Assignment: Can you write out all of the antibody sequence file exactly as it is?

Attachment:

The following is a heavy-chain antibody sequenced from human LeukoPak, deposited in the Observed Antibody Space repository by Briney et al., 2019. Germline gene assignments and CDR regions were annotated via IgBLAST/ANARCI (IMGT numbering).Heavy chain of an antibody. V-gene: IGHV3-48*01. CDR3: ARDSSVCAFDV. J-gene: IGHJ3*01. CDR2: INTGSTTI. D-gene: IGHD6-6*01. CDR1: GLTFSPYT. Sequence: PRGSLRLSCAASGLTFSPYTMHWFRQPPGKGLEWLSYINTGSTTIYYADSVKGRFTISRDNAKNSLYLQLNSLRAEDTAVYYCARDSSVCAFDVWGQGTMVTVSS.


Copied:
The following is a heavy-chain antibody sequenced from human LeukoPak, deposited in the Observed Antibody Space repository by Briney et al., 2019. Germline gene assignments and CDR regions were annotated via IgBLAST/ANARCI (IMGT numbering).Heavy chain of an antibody. V-gene: IGHV3-48*01. CDR3: ARDSSVCAFDV. J-gene: IGHJ3*01. CDR2: INTGSTTI. D-gene: IGHD6-6*01. CDR1: GLTFSPYT. Sequence: PRGSLRLSCAASGLTFSPYTMHWFRQPPGKGLEWLSYINTGSTTIYYADSVKGRFTISRDNAKNSLYLQLNSLRAEDTAVYYCARDSSVCAFDVWGQGTMVTVSS.